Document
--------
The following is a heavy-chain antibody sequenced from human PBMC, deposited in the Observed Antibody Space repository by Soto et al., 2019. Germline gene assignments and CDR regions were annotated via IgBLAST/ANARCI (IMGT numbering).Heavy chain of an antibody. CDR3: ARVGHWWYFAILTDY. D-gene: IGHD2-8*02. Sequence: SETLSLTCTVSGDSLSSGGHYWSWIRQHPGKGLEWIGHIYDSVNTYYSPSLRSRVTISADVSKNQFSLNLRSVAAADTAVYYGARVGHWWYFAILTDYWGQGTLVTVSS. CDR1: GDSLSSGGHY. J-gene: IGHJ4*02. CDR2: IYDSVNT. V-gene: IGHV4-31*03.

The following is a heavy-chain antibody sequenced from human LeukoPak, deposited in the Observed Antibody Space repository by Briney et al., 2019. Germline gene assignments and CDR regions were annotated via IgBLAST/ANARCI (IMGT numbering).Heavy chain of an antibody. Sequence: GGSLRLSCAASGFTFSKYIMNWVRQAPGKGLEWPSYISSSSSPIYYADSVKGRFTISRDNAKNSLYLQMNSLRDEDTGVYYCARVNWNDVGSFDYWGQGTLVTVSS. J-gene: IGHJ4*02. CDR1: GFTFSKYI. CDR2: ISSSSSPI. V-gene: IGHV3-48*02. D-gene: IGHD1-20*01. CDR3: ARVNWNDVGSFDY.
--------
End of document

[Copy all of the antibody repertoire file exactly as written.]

The following is a heavy-chain antibody sequenced from human PBMC, deposited in the Observed Antibody Space repository by Soto et al., 2019. Germline gene assignments and CDR regions were annotated via IgBLAST/ANARCI (IMGT numbering).Heavy chain of an antibody. CDR3: ARVGHWWYFAILTDY. D-gene: IGHD2-8*02. Sequence: SETLSLTCTVSGDSLSSGGHYWSWIRQHPGKGLEWIGHIYDSVNTYYSPSLRSRVTISADVSKNQFSLNLRSVAAADTAVYYGARVGHWWYFAILTDYWGQGTLVTVSS. CDR1: GDSLSSGGHY. J-gene: IGHJ4*02. CDR2: IYDSVNT. V-gene: IGHV4-31*03.

The following is a heavy-chain antibody sequenced from human LeukoPak, deposited in the Observed Antibody Space repository by Briney et al., 2019. Germline gene assignments and CDR regions were annotated via IgBLAST/ANARCI (IMGT numbering).Heavy chain of an antibody. Sequence: GGSLRLSCAASGFTFSKYIMNWVRQAPGKGLEWPSYISSSSSPIYYADSVKGRFTISRDNAKNSLYLQMNSLRDEDTGVYYCARVNWNDVGSFDYWGQGTLVTVSS. J-gene: IGHJ4*02. CDR1: GFTFSKYI. CDR2: ISSSSSPI. V-gene: IGHV3-48*02. D-gene: IGHD1-20*01. CDR3: ARVNWNDVGSFDY.